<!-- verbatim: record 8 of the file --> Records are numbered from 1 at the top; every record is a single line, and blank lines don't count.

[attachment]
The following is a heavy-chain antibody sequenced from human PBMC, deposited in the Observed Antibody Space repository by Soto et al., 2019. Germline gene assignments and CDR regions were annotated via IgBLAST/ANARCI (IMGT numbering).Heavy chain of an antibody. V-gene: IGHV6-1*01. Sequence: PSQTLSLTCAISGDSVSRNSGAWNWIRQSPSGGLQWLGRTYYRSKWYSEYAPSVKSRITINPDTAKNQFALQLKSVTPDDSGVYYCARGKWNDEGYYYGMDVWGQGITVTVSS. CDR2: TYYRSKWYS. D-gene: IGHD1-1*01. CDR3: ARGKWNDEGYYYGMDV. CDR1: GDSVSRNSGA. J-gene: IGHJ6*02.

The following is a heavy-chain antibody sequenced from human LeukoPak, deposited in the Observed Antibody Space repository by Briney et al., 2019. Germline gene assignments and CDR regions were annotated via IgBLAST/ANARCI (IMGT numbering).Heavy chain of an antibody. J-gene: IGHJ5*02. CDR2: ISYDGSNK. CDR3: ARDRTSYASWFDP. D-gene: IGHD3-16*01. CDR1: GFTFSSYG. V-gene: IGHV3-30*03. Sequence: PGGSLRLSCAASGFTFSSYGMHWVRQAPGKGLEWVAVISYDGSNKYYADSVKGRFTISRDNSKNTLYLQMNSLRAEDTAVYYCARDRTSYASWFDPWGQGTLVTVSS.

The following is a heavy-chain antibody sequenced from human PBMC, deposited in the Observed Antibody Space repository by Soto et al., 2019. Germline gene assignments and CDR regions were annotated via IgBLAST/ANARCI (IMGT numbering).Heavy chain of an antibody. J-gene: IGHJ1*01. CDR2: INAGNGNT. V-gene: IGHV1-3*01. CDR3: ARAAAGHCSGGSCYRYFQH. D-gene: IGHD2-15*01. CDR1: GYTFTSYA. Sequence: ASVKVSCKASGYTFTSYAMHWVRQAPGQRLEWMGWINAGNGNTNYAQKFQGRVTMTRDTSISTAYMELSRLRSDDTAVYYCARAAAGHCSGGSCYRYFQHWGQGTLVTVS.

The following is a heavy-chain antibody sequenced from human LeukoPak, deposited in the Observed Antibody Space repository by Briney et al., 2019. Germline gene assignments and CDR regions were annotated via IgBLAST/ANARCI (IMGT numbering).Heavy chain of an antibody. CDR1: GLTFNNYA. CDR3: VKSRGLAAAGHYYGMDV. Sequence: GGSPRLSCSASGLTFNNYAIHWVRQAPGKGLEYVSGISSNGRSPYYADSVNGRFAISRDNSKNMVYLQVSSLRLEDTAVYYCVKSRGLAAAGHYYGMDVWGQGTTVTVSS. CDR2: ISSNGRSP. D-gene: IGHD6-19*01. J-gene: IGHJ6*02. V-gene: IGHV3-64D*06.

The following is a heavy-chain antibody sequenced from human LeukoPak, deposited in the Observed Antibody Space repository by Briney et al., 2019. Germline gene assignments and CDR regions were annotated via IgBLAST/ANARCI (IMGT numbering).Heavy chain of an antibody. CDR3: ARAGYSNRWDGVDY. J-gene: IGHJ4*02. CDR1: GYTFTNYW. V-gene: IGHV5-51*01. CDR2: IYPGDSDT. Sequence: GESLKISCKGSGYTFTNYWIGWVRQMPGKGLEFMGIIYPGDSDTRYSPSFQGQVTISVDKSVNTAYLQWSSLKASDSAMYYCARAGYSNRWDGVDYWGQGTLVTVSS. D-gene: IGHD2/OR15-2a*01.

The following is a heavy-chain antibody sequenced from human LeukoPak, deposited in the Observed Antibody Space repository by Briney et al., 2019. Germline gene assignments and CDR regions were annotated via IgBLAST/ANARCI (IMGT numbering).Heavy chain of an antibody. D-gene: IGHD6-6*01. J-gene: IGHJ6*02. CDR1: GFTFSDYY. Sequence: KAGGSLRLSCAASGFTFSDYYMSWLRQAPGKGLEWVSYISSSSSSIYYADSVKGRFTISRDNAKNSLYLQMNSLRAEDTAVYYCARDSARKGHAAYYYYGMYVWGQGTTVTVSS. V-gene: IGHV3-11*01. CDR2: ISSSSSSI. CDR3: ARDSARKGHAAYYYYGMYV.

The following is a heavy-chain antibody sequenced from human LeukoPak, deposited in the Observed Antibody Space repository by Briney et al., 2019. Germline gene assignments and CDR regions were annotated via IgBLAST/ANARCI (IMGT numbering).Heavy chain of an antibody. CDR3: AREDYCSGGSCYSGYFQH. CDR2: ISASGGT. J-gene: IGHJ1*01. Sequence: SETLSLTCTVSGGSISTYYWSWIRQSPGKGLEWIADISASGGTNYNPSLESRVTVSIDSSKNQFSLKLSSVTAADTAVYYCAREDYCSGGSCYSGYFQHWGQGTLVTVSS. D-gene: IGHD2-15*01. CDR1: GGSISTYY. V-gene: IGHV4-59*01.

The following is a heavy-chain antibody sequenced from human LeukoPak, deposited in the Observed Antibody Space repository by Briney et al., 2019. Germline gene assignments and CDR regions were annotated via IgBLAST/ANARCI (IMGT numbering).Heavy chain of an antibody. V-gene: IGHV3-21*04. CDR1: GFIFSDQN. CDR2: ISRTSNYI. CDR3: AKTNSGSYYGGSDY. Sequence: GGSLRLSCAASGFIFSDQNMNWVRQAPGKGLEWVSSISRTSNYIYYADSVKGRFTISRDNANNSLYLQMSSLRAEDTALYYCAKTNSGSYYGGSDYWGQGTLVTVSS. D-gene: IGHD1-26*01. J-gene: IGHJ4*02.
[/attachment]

The following is a heavy-chain antibody sequenced from human LeukoPak, deposited in the Observed Antibody Space repository by Briney et al., 2019. Germline gene assignments and CDR regions were annotated via IgBLAST/ANARCI (IMGT numbering).Heavy chain of an antibody. V-gene: IGHV3-21*04. CDR1: GFIFSDQN. CDR2: ISRTSNYI. CDR3: AKTNSGSYYGGSDY. Sequence: GGSLRLSCAASGFIFSDQNMNWVRQAPGKGLEWVSSISRTSNYIYYADSVKGRFTISRDNANNSLYLQMSSLRAEDTALYYCAKTNSGSYYGGSDYWGQGTLVTVSS. D-gene: IGHD1-26*01. J-gene: IGHJ4*02.